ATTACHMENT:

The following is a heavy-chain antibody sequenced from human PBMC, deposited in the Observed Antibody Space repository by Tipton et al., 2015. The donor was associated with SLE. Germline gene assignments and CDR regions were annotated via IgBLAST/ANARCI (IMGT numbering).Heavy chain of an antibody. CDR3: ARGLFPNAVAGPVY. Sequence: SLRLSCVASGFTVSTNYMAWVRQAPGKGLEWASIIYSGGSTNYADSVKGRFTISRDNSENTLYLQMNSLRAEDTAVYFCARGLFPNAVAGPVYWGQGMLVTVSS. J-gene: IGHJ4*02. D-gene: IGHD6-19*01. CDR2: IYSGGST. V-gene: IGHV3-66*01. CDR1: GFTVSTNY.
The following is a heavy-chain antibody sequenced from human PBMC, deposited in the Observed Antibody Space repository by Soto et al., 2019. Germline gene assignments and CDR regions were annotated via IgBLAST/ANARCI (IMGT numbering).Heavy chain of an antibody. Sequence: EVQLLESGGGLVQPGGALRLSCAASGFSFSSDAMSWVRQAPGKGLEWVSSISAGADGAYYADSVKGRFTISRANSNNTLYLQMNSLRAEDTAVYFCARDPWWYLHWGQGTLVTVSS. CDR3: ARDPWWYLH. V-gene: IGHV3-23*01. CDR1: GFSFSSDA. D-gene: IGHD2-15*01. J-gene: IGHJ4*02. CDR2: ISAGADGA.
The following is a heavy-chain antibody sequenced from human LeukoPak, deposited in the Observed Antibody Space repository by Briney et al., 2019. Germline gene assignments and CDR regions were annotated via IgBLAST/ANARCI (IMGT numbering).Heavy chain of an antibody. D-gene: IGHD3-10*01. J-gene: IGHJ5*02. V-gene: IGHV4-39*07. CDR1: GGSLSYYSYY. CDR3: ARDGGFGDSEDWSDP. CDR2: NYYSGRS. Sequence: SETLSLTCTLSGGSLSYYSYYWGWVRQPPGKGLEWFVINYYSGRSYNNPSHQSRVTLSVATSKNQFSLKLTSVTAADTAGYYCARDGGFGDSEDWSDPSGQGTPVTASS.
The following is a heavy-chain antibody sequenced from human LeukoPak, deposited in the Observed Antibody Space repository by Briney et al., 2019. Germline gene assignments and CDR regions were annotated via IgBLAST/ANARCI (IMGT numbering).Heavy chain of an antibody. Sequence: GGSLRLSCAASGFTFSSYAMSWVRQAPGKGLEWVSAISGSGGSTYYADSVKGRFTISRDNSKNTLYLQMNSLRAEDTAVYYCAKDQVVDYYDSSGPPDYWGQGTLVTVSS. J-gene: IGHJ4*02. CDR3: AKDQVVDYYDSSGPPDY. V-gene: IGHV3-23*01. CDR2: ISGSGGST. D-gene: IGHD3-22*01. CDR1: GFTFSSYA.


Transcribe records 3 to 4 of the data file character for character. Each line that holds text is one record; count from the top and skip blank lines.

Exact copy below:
The following is a heavy-chain antibody sequenced from human LeukoPak, deposited in the Observed Antibody Space repository by Briney et al., 2019. Germline gene assignments and CDR regions were annotated via IgBLAST/ANARCI (IMGT numbering).Heavy chain of an antibody. D-gene: IGHD3-10*01. J-gene: IGHJ5*02. V-gene: IGHV4-39*07. CDR1: GGSLSYYSYY. CDR3: ARDGGFGDSEDWSDP. CDR2: NYYSGRS. Sequence: SETLSLTCTLSGGSLSYYSYYWGWVRQPPGKGLEWFVINYYSGRSYNNPSHQSRVTLSVATSKNQFSLKLTSVTAADTAGYYCARDGGFGDSEDWSDPSGQGTPVTASS.
The following is a heavy-chain antibody sequenced from human LeukoPak, deposited in the Observed Antibody Space repository by Briney et al., 2019. Germline gene assignments and CDR regions were annotated via IgBLAST/ANARCI (IMGT numbering).Heavy chain of an antibody. Sequence: GGSLRLSCAASGFTFSSYAMSWVRQAPGKGLEWVSAISGSGGSTYYADSVKGRFTISRDNSKNTLYLQMNSLRAEDTAVYYCAKDQVVDYYDSSGPPDYWGQGTLVTVSS. J-gene: IGHJ4*02. CDR3: AKDQVVDYYDSSGPPDY. V-gene: IGHV3-23*01. CDR2: ISGSGGST. D-gene: IGHD3-22*01. CDR1: GFTFSSYA.